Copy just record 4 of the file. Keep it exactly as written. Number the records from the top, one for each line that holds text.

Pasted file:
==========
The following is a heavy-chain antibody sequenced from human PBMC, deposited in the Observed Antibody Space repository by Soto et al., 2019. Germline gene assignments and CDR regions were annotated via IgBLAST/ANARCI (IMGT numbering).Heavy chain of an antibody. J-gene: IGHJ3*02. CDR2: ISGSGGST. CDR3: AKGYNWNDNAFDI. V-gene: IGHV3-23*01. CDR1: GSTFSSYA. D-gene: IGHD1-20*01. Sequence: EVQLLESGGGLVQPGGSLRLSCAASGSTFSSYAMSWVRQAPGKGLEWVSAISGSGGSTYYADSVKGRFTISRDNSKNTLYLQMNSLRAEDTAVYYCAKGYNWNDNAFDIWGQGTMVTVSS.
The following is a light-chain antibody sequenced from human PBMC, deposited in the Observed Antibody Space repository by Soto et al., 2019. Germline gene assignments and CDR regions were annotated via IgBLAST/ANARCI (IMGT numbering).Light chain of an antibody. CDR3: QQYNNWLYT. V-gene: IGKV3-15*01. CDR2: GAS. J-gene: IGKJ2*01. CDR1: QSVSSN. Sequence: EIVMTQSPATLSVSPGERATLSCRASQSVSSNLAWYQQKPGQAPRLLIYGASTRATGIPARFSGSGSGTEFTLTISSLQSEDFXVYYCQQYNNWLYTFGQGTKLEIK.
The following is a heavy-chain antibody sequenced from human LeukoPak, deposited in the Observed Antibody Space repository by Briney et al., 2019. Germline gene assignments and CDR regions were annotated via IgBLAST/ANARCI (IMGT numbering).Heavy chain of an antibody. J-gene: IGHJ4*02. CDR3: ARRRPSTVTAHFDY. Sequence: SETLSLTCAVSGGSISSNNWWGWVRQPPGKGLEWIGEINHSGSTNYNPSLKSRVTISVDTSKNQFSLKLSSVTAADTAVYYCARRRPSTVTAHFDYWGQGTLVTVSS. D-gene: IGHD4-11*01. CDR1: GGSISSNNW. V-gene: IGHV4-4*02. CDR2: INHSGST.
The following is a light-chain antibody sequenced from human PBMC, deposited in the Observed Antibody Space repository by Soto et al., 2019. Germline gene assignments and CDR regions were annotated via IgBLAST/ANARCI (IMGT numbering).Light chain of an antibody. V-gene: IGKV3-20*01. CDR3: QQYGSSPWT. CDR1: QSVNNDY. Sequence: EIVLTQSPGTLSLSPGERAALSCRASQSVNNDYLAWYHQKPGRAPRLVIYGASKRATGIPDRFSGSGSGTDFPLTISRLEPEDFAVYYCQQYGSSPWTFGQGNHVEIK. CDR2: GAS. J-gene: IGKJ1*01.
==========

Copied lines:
The following is a light-chain antibody sequenced from human PBMC, deposited in the Observed Antibody Space repository by Soto et al., 2019. Germline gene assignments and CDR regions were annotated via IgBLAST/ANARCI (IMGT numbering).Light chain of an antibody. V-gene: IGKV3-20*01. CDR3: QQYGSSPWT. CDR1: QSVNNDY. Sequence: EIVLTQSPGTLSLSPGERAALSCRASQSVNNDYLAWYHQKPGRAPRLVIYGASKRATGIPDRFSGSGSGTDFPLTISRLEPEDFAVYYCQQYGSSPWTFGQGNHVEIK. CDR2: GAS. J-gene: IGKJ1*01.